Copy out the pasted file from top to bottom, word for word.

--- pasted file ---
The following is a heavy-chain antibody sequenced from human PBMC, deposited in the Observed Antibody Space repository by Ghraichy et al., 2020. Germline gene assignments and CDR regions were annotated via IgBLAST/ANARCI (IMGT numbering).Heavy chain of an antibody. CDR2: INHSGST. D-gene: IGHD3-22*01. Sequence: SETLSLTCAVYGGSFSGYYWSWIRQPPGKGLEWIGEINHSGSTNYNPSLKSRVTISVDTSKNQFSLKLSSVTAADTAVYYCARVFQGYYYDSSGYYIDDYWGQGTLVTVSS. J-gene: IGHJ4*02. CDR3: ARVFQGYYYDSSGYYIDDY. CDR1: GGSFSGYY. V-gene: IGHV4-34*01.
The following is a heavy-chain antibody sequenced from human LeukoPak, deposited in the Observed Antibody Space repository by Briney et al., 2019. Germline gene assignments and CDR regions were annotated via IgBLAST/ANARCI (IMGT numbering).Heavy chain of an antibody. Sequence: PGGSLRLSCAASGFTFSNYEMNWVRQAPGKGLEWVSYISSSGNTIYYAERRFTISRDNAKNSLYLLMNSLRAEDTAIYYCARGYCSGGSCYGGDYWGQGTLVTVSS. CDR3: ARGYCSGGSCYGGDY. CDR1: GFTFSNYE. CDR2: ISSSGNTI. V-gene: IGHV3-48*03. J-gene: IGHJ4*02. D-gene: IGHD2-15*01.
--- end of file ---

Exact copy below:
The following is a heavy-chain antibody sequenced from human PBMC, deposited in the Observed Antibody Space repository by Ghraichy et al., 2020. Germline gene assignments and CDR regions were annotated via IgBLAST/ANARCI (IMGT numbering).Heavy chain of an antibody. CDR2: INHSGST. D-gene: IGHD3-22*01. Sequence: SETLSLTCAVYGGSFSGYYWSWIRQPPGKGLEWIGEINHSGSTNYNPSLKSRVTISVDTSKNQFSLKLSSVTAADTAVYYCARVFQGYYYDSSGYYIDDYWGQGTLVTVSS. J-gene: IGHJ4*02. CDR3: ARVFQGYYYDSSGYYIDDY. CDR1: GGSFSGYY. V-gene: IGHV4-34*01.
The following is a heavy-chain antibody sequenced from human LeukoPak, deposited in the Observed Antibody Space repository by Briney et al., 2019. Germline gene assignments and CDR regions were annotated via IgBLAST/ANARCI (IMGT numbering).Heavy chain of an antibody. Sequence: PGGSLRLSCAASGFTFSNYEMNWVRQAPGKGLEWVSYISSSGNTIYYAERRFTISRDNAKNSLYLLMNSLRAEDTAIYYCARGYCSGGSCYGGDYWGQGTLVTVSS. CDR3: ARGYCSGGSCYGGDY. CDR1: GFTFSNYE. CDR2: ISSSGNTI. V-gene: IGHV3-48*03. J-gene: IGHJ4*02. D-gene: IGHD2-15*01.